Me: “Any information sent over Wi-Fi is potentially vulnerable. So, if you send personal information or financial information, it could possibly be compromised.”

Woman: “That’s insane! Why don’t you have secure Wi-Fi? I’ve had my identity stolen twice, and this is unacceptable. I need to work online!”

Me: “To be clear, we’re no less secure than any standard Wi-Fi network in your house or another public place. We just need to let you know we can’t guarantee security.”

Woman: “That’s crazy! I’ve had my identity stolen twice. I need to be careful!”

Me: “I understand. If you absolutely need to send information online, why don’t you use one of our public terminals? Wired networks are a little more secure than wireless.”

Woman: “Are they secure, though? I had my identity stolen twice! I need them to be secure!”

Me: “They are about as secure as you are going to find. As I say, we can’t 100 % guarantee it, but it’s fairly unlikely anyone would be pulling your information from a wired library network.” 

Woman: “But I need to be careful! I don’t want my identity stolen again…”

(I finally manage to explain to her that if she absolutely needs to send personal information online, there is going to be some risk, but she can minimize it. She gets on a library terminal and works for a while. Then, I see her get up, fish a pack of cigarettes out of her purse, and begin to walk out — leaving her email account logged in and her purse, phone, and laptop on the table.) 

Me: “Ma’am! We don’t recommend that you leave your personal items—”

Woman: “Don’t be silly; this is a library! What’s going to happen?”

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When “Not Available” Means Exactly What It Should

, , | Right | March 30, 2020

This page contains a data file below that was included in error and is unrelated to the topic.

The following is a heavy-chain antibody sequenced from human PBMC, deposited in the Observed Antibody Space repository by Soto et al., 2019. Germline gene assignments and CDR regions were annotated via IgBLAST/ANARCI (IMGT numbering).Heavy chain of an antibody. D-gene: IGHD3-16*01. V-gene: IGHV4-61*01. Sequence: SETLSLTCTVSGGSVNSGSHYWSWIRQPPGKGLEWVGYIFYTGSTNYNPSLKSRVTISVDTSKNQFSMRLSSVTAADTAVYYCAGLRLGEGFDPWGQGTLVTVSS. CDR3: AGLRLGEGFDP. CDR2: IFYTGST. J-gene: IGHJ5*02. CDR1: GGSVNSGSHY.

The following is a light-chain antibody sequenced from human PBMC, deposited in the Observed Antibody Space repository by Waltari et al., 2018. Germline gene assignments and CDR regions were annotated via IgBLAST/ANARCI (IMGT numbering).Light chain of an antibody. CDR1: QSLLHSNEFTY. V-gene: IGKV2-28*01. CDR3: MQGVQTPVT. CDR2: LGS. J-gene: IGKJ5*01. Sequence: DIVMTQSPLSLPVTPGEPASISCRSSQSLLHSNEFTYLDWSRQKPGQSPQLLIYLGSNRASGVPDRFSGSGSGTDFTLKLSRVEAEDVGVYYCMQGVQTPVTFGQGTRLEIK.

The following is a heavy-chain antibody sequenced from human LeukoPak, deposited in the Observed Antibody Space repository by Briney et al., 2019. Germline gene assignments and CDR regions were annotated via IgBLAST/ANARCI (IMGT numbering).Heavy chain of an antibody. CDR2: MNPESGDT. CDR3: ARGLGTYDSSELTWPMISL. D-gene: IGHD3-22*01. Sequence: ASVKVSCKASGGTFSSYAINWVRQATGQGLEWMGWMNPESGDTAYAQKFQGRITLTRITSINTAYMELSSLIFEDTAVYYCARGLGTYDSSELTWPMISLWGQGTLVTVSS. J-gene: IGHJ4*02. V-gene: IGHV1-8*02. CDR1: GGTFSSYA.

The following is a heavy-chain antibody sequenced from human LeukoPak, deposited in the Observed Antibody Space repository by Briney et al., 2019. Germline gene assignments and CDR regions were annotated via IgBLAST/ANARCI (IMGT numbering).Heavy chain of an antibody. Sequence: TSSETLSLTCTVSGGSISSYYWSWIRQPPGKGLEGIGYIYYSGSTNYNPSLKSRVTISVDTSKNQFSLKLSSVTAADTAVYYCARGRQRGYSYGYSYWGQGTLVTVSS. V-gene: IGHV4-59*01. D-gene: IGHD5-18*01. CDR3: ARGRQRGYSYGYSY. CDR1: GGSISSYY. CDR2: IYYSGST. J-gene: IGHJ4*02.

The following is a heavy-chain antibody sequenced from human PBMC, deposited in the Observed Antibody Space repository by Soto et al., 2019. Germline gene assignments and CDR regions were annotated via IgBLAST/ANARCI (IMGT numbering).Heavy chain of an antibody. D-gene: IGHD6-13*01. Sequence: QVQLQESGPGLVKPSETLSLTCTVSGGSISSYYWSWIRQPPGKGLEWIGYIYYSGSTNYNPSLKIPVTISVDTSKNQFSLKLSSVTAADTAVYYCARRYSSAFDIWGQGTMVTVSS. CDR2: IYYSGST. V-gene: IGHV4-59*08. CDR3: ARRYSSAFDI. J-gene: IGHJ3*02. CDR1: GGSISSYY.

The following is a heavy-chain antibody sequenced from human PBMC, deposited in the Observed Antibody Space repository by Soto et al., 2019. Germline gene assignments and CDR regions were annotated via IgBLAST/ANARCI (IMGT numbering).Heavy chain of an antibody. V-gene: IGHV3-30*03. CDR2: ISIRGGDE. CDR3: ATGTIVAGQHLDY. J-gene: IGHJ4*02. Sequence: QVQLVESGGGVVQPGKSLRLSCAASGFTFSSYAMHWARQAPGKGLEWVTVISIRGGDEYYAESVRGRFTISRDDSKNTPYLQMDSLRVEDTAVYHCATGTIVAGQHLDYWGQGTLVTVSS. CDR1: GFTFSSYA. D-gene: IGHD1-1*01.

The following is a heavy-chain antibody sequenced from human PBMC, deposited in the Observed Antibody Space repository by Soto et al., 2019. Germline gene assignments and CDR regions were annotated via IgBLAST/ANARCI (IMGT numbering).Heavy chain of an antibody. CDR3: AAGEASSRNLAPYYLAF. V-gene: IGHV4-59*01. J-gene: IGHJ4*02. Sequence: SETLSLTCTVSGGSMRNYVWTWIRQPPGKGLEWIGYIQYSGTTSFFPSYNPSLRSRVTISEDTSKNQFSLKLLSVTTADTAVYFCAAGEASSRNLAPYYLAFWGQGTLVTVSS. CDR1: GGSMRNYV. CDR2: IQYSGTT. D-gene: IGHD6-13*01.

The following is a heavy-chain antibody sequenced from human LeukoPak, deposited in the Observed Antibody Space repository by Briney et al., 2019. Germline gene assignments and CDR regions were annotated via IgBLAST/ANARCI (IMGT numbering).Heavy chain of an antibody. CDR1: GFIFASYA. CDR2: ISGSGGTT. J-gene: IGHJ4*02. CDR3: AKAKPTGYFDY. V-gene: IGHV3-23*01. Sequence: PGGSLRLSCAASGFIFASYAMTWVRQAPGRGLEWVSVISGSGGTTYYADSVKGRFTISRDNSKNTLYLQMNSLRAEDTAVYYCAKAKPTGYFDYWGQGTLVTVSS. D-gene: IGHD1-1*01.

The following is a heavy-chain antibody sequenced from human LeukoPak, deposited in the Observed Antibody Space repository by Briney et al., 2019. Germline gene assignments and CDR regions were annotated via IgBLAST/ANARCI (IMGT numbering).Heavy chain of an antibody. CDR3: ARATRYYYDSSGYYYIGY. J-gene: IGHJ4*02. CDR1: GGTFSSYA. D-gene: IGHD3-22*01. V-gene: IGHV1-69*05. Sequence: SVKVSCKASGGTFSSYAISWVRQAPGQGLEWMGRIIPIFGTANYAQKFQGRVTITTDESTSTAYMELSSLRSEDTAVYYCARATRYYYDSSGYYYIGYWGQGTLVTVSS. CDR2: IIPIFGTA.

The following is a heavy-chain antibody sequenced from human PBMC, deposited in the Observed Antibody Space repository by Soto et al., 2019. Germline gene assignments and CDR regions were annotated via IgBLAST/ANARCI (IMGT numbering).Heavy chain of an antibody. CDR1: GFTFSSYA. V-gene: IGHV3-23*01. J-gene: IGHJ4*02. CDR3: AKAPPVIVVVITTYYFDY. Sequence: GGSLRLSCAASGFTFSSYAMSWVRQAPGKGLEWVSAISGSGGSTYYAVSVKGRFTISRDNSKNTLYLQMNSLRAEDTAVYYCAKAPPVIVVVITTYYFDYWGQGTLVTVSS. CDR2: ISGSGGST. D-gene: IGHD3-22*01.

(I work for an equipment rental facility that also offers online bookings. Sadly, I have some variation of this conversation more than I like to admit.)

Me: “Thank you for calling [Rental Facility]; how may I help you?”

Customer: “Hi. I was on your website and I tried to book a reservation. I kept trying but it just kept giving an error message that you don’t have that equipment available for some reason. So, I figured I would give you a call and book it that way.”

Me: “All right, what was it you wanted?”

(They then proceed to give me all of the details about what they want and when.)

Me: “So, the reason why it was telling you it’s not available is that it’s not available for that time that you wanted.”

Customer: “Really? I just figured your website was not working or something.”

(What is worse is that they often tell me that they went through and tried to get it at another location or another time and it worked just fine, but not at the specific day/location they wanted. How do you figure it’s a website problem, then?)

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His Common Sense Blew Away Ages Ago

, , , | Right | March 30, 2020

Me: “Good morning, you are speaking with [Housing Company], [My Name] speaking. How can I help you?”

Client: “Yes, I am calling you because the window in my roof is missing.”

Me: *pause* “Missing?”

Client: “Yes, last night I went to bed and the window was still there, but now it’s gone.”

Me: “All right, a missing window… Did you see it on the roof or ground?”

Client: “No, it’s gone. Now what do I do?”

Me: “Well, since you now have a big hole in your roof, I’ll send a mechanic to close the hole and then we’ll have to order a new window.”

Client: “Could it have blown away? I mean, it was kind of windy last night.”

Me: “Sir, there was a storm last night. Was your window open?”

Client: “Yes, I thought it was a great way to get some fresh air in the house.”

Me: “Right… I think I know what happened to your window, sir.”

Client: “Really?”

(He received a bill for this stupidity.)